In her own words, Michelle Zauner, aka indie-pop artist Japanese Breakfast, didn’t grow up in a household of high culture. She wasn’t shown fine art, foreign directors, or classic literature by her parents in Oregon during the 1990s. What Zauner had was video games, first on a Super Nintendo Entertainment System, and then on a PlayStation. She remembers playing a cooperative JRPG, 1993’s Secret of Mana, at age 5 with her father. Because she was so young, not quite in command of her hands, it took literally years to complete. “When we finished that game, it felt like we had really gone through something together,” she says over the phone from San Francisco, the afternoon before a Japanese Breakfast show. “It was a real journey.”

While composing the soundtrack to open-world adventure Sable, Zauner frequently returned to Hiroki Kikuta’s Secret of Mana soundtrack. “The main menu music is so special,” she continues. “I thought a lot about that game, how its brief introductory animation and music made me feel—and I just really wanted to provide that for Sable.

That Zauner should mine her own childhood for inspiration makes perfect sense. Sable is a coming-of-age story set in a vast, mythical desert filled with ruinous spaceships, crumbling monuments, and ancient temples. Its titular character, the young Sable, is about to undergo the Gliding, a rite of passage on her way to adulthood. She is small and courageous but the world is big and scary. Zauner’s soundtrack of wistful pop tracks, gorgeous ambient numbers, and goofy character-driven ditties deftly convey this interior and exterior journey.

Zauner joined the project in 2017 after a Twitter DM from Daniel Fineberg, the game’s technical director. He was aware of Zauner’s affection for video games because promotion for her second album, Machinist, involved a 30-minute SNES-inspired RPG called Japanese BreakQuest. Fineberg and creative director Gregorios Kytheotis also wanted an artist who sat outside the established pool of video game composers, someone who knew video games but could mold existing tropes and conventions into something new. Zauner had seen the game’s early GIFs on Twitter, one depicting a hoverbike gliding silently through lilac-colored dunes. “The art was so striking,” she recalls. “I felt like our taste was aligned from the beginning.”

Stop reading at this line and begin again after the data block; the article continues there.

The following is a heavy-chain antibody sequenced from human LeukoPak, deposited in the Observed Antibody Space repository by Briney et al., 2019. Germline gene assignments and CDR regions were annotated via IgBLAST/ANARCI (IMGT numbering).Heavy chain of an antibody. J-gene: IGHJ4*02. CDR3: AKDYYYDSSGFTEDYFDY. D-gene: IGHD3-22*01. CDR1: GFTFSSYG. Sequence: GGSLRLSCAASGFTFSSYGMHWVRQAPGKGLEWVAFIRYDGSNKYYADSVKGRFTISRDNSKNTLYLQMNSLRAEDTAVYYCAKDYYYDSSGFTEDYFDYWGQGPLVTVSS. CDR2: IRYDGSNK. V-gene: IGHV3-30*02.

With only a rough sense of the game’s vibe based on these images, plus a handful of area descriptions in a Google Doc, Zauner immediately set to work. At first, she composed in the back of her tour van on a laptop and OP-1 synthesizer. Then in 2018 and 2019, longer recorded video clips started arriving, helping clarify whether she was on the right track. A year later, playable builds of the game were sent, which is when the real work started. The bulk of the soundtrack was recorded during lockdown at her studio in Adirondacks, upstate New York, but “Cartographer’s Theme,” a jaunty number that recalls the quirky character themes of Zelda games, was cut on a week-long retreat in a cabin belonging to sound designer Martin Kvale’s parents. “That was the one thing I managed to get done there,” laughs Zauner.

She describes the compositional process as a “real learning experience.” While her songs for Japanese Breakfast are rooted in standard pop structures, Sable meant Zauner had to compose mood-setting instrumental pieces. In order to maintain a seamless atmosphere, these tracks needed to be written in such a way that they could be repeated ad infinitum to accommodate how long a player might spend in any one area. This wasn’t how Zauner originally wrote them, so she had to go back and tweak the MIDI files in order to make them into “perfect ambient loops.” The composer credits sound designer Kvale with helping her achieve this, but also for making them feel part of the game’s rocks and ruinous architecture.





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